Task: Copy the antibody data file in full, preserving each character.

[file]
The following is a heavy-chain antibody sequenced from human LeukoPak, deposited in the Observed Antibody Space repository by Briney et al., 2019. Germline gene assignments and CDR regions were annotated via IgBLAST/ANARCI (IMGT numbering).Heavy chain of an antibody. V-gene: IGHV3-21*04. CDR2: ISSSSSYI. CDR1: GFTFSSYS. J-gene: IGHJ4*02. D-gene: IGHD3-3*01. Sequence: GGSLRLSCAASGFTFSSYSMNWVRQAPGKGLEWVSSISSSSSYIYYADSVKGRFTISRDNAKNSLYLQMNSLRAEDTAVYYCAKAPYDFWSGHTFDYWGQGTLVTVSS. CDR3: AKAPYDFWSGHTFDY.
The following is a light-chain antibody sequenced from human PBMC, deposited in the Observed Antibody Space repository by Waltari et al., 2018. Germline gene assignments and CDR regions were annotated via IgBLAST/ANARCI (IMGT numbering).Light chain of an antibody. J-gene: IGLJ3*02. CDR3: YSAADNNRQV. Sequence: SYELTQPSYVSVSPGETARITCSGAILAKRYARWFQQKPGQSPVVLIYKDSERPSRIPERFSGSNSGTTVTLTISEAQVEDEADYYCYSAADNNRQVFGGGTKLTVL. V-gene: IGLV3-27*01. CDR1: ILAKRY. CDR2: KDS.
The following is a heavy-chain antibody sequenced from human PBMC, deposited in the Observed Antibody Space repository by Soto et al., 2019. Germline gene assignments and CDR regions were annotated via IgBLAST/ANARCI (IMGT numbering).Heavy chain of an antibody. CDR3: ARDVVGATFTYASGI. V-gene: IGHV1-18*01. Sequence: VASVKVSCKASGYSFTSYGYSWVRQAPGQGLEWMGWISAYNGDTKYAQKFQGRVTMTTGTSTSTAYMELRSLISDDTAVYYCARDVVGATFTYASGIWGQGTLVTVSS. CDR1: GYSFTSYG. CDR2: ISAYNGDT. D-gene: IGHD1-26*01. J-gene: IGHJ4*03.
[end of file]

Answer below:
The following is a heavy-chain antibody sequenced from human LeukoPak, deposited in the Observed Antibody Space repository by Briney et al., 2019. Germline gene assignments and CDR regions were annotated via IgBLAST/ANARCI (IMGT numbering).Heavy chain of an antibody. V-gene: IGHV3-21*04. CDR2: ISSSSSYI. CDR1: GFTFSSYS. J-gene: IGHJ4*02. D-gene: IGHD3-3*01. Sequence: GGSLRLSCAASGFTFSSYSMNWVRQAPGKGLEWVSSISSSSSYIYYADSVKGRFTISRDNAKNSLYLQMNSLRAEDTAVYYCAKAPYDFWSGHTFDYWGQGTLVTVSS. CDR3: AKAPYDFWSGHTFDY.
The following is a light-chain antibody sequenced from human PBMC, deposited in the Observed Antibody Space repository by Waltari et al., 2018. Germline gene assignments and CDR regions were annotated via IgBLAST/ANARCI (IMGT numbering).Light chain of an antibody. J-gene: IGLJ3*02. CDR3: YSAADNNRQV. Sequence: SYELTQPSYVSVSPGETARITCSGAILAKRYARWFQQKPGQSPVVLIYKDSERPSRIPERFSGSNSGTTVTLTISEAQVEDEADYYCYSAADNNRQVFGGGTKLTVL. V-gene: IGLV3-27*01. CDR1: ILAKRY. CDR2: KDS.
The following is a heavy-chain antibody sequenced from human PBMC, deposited in the Observed Antibody Space repository by Soto et al., 2019. Germline gene assignments and CDR regions were annotated via IgBLAST/ANARCI (IMGT numbering).Heavy chain of an antibody. CDR3: ARDVVGATFTYASGI. V-gene: IGHV1-18*01. Sequence: VASVKVSCKASGYSFTSYGYSWVRQAPGQGLEWMGWISAYNGDTKYAQKFQGRVTMTTGTSTSTAYMELRSLISDDTAVYYCARDVVGATFTYASGIWGQGTLVTVSS. CDR1: GYSFTSYG. CDR2: ISAYNGDT. D-gene: IGHD1-26*01. J-gene: IGHJ4*03.